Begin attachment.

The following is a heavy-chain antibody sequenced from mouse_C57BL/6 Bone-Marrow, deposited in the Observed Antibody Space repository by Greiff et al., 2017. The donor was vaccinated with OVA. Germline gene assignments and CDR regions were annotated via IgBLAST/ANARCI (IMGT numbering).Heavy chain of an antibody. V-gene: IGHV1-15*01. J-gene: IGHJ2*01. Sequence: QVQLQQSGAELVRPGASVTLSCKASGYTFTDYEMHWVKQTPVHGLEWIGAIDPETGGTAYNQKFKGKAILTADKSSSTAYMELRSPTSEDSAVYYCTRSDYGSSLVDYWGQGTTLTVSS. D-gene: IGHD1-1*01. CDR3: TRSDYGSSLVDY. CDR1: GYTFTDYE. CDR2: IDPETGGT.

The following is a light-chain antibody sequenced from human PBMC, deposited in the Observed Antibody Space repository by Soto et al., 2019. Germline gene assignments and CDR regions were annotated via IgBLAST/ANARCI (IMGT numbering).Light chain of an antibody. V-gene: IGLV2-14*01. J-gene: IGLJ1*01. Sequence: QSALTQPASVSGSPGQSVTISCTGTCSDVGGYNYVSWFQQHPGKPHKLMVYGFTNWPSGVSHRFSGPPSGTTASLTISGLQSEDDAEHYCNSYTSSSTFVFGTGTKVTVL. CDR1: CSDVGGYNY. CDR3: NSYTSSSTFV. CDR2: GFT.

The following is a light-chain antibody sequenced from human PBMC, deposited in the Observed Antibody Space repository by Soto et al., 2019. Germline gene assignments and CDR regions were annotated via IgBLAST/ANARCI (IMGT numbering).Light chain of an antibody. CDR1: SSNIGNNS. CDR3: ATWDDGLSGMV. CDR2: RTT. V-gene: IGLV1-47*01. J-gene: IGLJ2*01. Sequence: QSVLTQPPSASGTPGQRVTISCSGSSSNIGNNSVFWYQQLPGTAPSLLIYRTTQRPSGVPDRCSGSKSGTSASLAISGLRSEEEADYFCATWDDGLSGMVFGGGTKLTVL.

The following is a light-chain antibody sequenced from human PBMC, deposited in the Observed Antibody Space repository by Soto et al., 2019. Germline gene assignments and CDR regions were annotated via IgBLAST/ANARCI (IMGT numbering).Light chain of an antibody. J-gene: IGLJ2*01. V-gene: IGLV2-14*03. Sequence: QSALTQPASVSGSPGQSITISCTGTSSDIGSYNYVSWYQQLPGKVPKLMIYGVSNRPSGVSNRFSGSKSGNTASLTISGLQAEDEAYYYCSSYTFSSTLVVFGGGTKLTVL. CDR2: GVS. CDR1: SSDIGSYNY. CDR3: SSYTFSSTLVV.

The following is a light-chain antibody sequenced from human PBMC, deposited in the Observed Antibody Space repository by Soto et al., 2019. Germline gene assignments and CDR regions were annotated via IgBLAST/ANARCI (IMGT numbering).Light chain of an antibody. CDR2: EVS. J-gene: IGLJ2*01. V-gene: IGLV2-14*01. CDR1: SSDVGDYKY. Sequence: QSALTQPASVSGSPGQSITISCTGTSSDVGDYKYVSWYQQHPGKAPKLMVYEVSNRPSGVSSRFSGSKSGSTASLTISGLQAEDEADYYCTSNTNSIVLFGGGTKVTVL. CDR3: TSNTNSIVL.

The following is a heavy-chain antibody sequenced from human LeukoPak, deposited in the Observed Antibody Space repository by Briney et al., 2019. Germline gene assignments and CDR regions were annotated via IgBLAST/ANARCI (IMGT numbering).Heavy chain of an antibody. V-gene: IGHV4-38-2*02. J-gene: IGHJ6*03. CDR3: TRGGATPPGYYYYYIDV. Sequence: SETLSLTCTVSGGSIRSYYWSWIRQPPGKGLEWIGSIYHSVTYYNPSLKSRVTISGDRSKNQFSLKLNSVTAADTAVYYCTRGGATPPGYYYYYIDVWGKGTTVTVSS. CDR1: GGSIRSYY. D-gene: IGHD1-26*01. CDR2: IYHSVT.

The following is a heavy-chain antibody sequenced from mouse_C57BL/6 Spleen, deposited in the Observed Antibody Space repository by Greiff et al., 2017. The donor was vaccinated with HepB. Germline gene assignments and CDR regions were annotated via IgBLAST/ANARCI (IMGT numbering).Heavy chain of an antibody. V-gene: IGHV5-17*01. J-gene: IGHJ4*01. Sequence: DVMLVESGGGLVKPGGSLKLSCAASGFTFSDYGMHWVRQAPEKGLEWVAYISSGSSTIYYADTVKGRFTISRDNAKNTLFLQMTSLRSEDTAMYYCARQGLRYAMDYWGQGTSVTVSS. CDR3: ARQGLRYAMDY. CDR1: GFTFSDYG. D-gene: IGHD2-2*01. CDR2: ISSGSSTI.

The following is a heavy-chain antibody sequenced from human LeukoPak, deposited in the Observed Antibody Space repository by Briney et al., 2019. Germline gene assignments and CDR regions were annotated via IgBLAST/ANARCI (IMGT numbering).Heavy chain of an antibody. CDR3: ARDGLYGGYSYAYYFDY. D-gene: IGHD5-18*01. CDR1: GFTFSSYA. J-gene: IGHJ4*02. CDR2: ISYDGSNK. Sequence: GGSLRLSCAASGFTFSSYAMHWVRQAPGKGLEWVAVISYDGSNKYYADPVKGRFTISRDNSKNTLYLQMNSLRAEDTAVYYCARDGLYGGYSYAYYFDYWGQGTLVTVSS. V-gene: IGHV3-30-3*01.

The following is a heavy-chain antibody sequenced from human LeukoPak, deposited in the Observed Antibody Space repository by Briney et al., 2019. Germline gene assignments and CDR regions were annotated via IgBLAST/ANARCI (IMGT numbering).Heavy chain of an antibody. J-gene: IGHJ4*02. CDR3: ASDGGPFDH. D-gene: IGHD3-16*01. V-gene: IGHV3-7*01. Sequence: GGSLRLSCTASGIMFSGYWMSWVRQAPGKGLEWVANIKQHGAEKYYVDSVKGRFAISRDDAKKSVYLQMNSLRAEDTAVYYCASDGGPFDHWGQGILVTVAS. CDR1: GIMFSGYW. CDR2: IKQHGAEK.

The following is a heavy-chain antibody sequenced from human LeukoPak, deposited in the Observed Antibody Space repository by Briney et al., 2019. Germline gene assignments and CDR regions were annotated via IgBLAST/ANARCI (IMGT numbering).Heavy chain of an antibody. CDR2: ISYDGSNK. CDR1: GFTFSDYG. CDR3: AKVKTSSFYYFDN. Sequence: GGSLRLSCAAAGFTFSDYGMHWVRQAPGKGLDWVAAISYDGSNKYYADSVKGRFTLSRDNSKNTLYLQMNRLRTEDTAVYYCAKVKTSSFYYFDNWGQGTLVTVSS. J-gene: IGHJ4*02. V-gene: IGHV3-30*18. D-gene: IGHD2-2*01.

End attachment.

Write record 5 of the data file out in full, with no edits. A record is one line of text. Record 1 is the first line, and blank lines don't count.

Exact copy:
The following is a light-chain antibody sequenced from human PBMC, deposited in the Observed Antibody Space repository by Soto et al., 2019. Germline gene assignments and CDR regions were annotated via IgBLAST/ANARCI (IMGT numbering).Light chain of an antibody. CDR2: EVS. J-gene: IGLJ2*01. V-gene: IGLV2-14*01. CDR1: SSDVGDYKY. Sequence: QSALTQPASVSGSPGQSITISCTGTSSDVGDYKYVSWYQQHPGKAPKLMVYEVSNRPSGVSSRFSGSKSGSTASLTISGLQAEDEADYYCTSNTNSIVLFGGGTKVTVL. CDR3: TSNTNSIVL.